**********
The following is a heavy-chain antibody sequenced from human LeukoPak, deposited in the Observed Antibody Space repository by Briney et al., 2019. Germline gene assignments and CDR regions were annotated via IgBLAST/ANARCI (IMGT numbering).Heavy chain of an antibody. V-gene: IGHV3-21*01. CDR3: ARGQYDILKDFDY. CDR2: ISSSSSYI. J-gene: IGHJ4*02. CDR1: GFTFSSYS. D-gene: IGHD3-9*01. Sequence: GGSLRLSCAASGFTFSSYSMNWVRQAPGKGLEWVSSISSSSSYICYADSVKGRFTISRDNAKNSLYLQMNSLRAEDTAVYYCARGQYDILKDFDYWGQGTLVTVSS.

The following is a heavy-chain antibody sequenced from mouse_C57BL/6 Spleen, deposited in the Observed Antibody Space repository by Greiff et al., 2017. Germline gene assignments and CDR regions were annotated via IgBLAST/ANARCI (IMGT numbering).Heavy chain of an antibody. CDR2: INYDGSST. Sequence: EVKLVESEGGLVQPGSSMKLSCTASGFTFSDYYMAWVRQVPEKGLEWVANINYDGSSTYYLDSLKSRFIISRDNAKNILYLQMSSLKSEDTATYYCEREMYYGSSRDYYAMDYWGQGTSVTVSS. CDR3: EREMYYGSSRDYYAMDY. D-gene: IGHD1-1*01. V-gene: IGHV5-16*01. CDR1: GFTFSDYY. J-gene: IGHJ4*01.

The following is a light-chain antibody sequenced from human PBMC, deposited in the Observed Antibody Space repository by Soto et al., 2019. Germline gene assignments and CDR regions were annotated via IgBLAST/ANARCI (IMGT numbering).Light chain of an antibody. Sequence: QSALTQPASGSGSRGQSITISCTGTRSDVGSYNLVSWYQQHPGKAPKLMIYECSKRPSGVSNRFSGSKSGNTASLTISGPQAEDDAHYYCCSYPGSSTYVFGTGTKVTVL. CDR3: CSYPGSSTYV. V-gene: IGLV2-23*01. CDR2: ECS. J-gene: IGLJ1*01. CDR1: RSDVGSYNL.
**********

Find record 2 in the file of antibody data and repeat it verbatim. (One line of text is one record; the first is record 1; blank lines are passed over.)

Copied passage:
The following is a heavy-chain antibody sequenced from mouse_C57BL/6 Spleen, deposited in the Observed Antibody Space repository by Greiff et al., 2017. Germline gene assignments and CDR regions were annotated via IgBLAST/ANARCI (IMGT numbering).Heavy chain of an antibody. CDR2: INYDGSST. Sequence: EVKLVESEGGLVQPGSSMKLSCTASGFTFSDYYMAWVRQVPEKGLEWVANINYDGSSTYYLDSLKSRFIISRDNAKNILYLQMSSLKSEDTATYYCEREMYYGSSRDYYAMDYWGQGTSVTVSS. CDR3: EREMYYGSSRDYYAMDY. D-gene: IGHD1-1*01. V-gene: IGHV5-16*01. CDR1: GFTFSDYY. J-gene: IGHJ4*01.